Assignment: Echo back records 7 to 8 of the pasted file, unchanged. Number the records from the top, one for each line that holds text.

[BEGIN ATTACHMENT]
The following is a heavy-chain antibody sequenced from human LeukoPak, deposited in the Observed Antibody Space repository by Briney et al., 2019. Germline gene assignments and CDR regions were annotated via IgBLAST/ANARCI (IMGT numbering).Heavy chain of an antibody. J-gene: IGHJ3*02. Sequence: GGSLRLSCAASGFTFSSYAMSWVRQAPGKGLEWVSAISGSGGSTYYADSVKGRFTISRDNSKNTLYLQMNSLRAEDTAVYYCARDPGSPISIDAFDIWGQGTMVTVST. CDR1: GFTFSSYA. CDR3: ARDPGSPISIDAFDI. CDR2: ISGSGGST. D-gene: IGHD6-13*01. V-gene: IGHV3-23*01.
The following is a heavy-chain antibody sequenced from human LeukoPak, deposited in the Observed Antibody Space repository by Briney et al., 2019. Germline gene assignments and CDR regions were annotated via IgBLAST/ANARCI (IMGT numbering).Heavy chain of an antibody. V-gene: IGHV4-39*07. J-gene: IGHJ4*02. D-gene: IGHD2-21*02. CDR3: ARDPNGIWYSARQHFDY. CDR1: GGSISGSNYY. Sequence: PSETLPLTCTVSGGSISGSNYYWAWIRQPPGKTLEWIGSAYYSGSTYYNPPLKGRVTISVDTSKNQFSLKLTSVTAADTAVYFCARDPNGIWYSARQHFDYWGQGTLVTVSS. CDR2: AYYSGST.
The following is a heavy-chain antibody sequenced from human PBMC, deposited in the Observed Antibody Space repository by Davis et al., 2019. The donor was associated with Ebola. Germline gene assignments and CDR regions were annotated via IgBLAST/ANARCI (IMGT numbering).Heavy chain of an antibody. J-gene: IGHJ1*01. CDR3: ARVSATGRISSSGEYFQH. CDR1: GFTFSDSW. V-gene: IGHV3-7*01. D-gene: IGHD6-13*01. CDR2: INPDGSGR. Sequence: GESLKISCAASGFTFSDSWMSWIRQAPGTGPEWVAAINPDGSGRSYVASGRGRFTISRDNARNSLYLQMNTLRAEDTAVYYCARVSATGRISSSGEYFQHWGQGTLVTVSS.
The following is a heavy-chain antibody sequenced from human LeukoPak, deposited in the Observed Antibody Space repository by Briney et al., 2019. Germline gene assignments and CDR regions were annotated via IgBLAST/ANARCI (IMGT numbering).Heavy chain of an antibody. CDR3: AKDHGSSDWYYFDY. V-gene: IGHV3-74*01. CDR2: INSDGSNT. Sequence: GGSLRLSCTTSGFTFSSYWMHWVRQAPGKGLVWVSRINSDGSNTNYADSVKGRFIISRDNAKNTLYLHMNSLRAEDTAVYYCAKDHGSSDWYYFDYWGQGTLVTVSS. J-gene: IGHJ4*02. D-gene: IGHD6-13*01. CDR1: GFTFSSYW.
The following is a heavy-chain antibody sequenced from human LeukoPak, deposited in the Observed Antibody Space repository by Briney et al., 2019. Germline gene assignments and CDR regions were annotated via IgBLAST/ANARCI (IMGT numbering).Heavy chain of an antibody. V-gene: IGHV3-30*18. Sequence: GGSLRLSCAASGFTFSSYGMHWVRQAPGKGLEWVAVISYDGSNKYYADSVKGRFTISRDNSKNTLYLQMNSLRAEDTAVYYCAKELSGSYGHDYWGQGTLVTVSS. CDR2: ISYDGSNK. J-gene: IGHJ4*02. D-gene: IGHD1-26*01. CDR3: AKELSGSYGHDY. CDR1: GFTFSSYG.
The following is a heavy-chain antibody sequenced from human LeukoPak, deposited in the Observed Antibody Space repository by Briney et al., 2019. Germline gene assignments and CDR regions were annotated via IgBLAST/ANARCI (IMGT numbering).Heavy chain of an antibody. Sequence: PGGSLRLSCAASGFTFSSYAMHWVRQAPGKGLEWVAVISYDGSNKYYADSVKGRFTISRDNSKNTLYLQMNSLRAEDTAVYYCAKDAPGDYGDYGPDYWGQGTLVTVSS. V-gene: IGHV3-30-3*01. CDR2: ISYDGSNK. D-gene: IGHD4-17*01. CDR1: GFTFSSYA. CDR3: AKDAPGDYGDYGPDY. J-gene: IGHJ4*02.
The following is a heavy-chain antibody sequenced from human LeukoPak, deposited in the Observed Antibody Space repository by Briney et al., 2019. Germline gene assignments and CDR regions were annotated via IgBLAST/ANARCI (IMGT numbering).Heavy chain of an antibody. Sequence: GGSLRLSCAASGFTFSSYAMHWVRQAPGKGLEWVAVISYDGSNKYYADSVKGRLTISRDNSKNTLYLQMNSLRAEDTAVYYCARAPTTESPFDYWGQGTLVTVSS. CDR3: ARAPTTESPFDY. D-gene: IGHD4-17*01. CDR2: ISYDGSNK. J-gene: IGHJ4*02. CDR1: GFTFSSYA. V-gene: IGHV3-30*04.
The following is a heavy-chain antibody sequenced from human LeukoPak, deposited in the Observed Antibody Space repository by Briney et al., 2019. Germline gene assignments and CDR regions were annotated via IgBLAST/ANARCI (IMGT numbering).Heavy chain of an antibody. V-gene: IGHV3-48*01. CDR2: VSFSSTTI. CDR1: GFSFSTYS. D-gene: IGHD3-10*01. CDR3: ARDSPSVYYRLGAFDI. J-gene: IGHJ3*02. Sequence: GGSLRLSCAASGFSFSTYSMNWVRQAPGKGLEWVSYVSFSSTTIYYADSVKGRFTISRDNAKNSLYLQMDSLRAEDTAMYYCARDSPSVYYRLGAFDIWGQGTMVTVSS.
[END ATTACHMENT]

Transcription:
The following is a heavy-chain antibody sequenced from human LeukoPak, deposited in the Observed Antibody Space repository by Briney et al., 2019. Germline gene assignments and CDR regions were annotated via IgBLAST/ANARCI (IMGT numbering).Heavy chain of an antibody. Sequence: GGSLRLSCAASGFTFSSYAMHWVRQAPGKGLEWVAVISYDGSNKYYADSVKGRLTISRDNSKNTLYLQMNSLRAEDTAVYYCARAPTTESPFDYWGQGTLVTVSS. CDR3: ARAPTTESPFDY. D-gene: IGHD4-17*01. CDR2: ISYDGSNK. J-gene: IGHJ4*02. CDR1: GFTFSSYA. V-gene: IGHV3-30*04.
The following is a heavy-chain antibody sequenced from human LeukoPak, deposited in the Observed Antibody Space repository by Briney et al., 2019. Germline gene assignments and CDR regions were annotated via IgBLAST/ANARCI (IMGT numbering).Heavy chain of an antibody. V-gene: IGHV3-48*01. CDR2: VSFSSTTI. CDR1: GFSFSTYS. D-gene: IGHD3-10*01. CDR3: ARDSPSVYYRLGAFDI. J-gene: IGHJ3*02. Sequence: GGSLRLSCAASGFSFSTYSMNWVRQAPGKGLEWVSYVSFSSTTIYYADSVKGRFTISRDNAKNSLYLQMDSLRAEDTAMYYCARDSPSVYYRLGAFDIWGQGTMVTVSS.